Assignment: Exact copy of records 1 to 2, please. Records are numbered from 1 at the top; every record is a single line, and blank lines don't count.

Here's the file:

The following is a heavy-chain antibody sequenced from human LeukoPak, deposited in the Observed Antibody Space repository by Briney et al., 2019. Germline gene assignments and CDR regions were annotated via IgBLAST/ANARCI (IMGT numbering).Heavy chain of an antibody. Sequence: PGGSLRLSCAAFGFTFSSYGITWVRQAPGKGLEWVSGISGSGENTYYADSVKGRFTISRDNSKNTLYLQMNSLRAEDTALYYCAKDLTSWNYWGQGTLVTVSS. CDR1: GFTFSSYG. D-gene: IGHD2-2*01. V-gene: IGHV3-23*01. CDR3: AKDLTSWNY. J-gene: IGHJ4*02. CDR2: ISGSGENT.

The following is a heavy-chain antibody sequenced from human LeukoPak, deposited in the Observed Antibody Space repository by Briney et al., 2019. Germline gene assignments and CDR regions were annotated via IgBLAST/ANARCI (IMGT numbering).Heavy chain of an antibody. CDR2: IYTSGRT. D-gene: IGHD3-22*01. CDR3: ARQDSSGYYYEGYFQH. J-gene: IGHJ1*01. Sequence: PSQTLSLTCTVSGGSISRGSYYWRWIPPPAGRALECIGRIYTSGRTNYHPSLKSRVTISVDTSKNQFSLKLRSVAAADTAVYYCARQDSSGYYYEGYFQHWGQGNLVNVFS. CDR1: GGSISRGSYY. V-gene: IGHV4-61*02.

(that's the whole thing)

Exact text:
The following is a heavy-chain antibody sequenced from human LeukoPak, deposited in the Observed Antibody Space repository by Briney et al., 2019. Germline gene assignments and CDR regions were annotated via IgBLAST/ANARCI (IMGT numbering).Heavy chain of an antibody. Sequence: PGGSLRLSCAAFGFTFSSYGITWVRQAPGKGLEWVSGISGSGENTYYADSVKGRFTISRDNSKNTLYLQMNSLRAEDTALYYCAKDLTSWNYWGQGTLVTVSS. CDR1: GFTFSSYG. D-gene: IGHD2-2*01. V-gene: IGHV3-23*01. CDR3: AKDLTSWNY. J-gene: IGHJ4*02. CDR2: ISGSGENT.

The following is a heavy-chain antibody sequenced from human LeukoPak, deposited in the Observed Antibody Space repository by Briney et al., 2019. Germline gene assignments and CDR regions were annotated via IgBLAST/ANARCI (IMGT numbering).Heavy chain of an antibody. CDR2: IYTSGRT. D-gene: IGHD3-22*01. CDR3: ARQDSSGYYYEGYFQH. J-gene: IGHJ1*01. Sequence: PSQTLSLTCTVSGGSISRGSYYWRWIPPPAGRALECIGRIYTSGRTNYHPSLKSRVTISVDTSKNQFSLKLRSVAAADTAVYYCARQDSSGYYYEGYFQHWGQGNLVNVFS. CDR1: GGSISRGSYY. V-gene: IGHV4-61*02.